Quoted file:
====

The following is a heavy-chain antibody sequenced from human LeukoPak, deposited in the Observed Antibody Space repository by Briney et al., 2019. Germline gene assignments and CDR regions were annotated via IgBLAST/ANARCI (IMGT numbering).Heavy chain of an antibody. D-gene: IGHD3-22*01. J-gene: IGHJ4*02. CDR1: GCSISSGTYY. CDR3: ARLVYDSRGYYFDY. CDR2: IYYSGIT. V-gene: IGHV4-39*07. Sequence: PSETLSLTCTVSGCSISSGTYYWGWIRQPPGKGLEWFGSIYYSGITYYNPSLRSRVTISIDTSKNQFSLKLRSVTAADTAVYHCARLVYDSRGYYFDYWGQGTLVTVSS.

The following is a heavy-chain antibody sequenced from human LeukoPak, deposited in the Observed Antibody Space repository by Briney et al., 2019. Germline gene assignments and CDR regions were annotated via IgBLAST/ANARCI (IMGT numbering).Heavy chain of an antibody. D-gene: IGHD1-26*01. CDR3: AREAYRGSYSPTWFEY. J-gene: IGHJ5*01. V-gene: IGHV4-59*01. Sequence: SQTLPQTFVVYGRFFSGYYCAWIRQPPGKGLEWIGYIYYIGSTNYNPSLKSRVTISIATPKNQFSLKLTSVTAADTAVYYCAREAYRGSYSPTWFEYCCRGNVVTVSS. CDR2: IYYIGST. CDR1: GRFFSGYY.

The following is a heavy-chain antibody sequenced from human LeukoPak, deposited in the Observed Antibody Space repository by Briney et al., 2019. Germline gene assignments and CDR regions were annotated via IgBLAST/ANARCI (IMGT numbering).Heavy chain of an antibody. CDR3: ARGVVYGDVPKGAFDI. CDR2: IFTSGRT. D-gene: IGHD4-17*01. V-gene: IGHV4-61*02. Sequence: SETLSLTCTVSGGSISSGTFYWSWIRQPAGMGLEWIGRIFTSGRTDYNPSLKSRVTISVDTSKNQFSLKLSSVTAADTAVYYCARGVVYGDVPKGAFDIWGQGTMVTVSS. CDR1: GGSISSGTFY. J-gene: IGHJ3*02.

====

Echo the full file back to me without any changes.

The following is a heavy-chain antibody sequenced from human LeukoPak, deposited in the Observed Antibody Space repository by Briney et al., 2019. Germline gene assignments and CDR regions were annotated via IgBLAST/ANARCI (IMGT numbering).Heavy chain of an antibody. D-gene: IGHD3-22*01. J-gene: IGHJ4*02. CDR1: GCSISSGTYY. CDR3: ARLVYDSRGYYFDY. CDR2: IYYSGIT. V-gene: IGHV4-39*07. Sequence: PSETLSLTCTVSGCSISSGTYYWGWIRQPPGKGLEWFGSIYYSGITYYNPSLRSRVTISIDTSKNQFSLKLRSVTAADTAVYHCARLVYDSRGYYFDYWGQGTLVTVSS.

The following is a heavy-chain antibody sequenced from human LeukoPak, deposited in the Observed Antibody Space repository by Briney et al., 2019. Germline gene assignments and CDR regions were annotated via IgBLAST/ANARCI (IMGT numbering).Heavy chain of an antibody. D-gene: IGHD1-26*01. CDR3: AREAYRGSYSPTWFEY. J-gene: IGHJ5*01. V-gene: IGHV4-59*01. Sequence: SQTLPQTFVVYGRFFSGYYCAWIRQPPGKGLEWIGYIYYIGSTNYNPSLKSRVTISIATPKNQFSLKLTSVTAADTAVYYCAREAYRGSYSPTWFEYCCRGNVVTVSS. CDR2: IYYIGST. CDR1: GRFFSGYY.

The following is a heavy-chain antibody sequenced from human LeukoPak, deposited in the Observed Antibody Space repository by Briney et al., 2019. Germline gene assignments and CDR regions were annotated via IgBLAST/ANARCI (IMGT numbering).Heavy chain of an antibody. CDR3: ARGVVYGDVPKGAFDI. CDR2: IFTSGRT. D-gene: IGHD4-17*01. V-gene: IGHV4-61*02. Sequence: SETLSLTCTVSGGSISSGTFYWSWIRQPAGMGLEWIGRIFTSGRTDYNPSLKSRVTISVDTSKNQFSLKLSSVTAADTAVYYCARGVVYGDVPKGAFDIWGQGTMVTVSS. CDR1: GGSISSGTFY. J-gene: IGHJ3*02.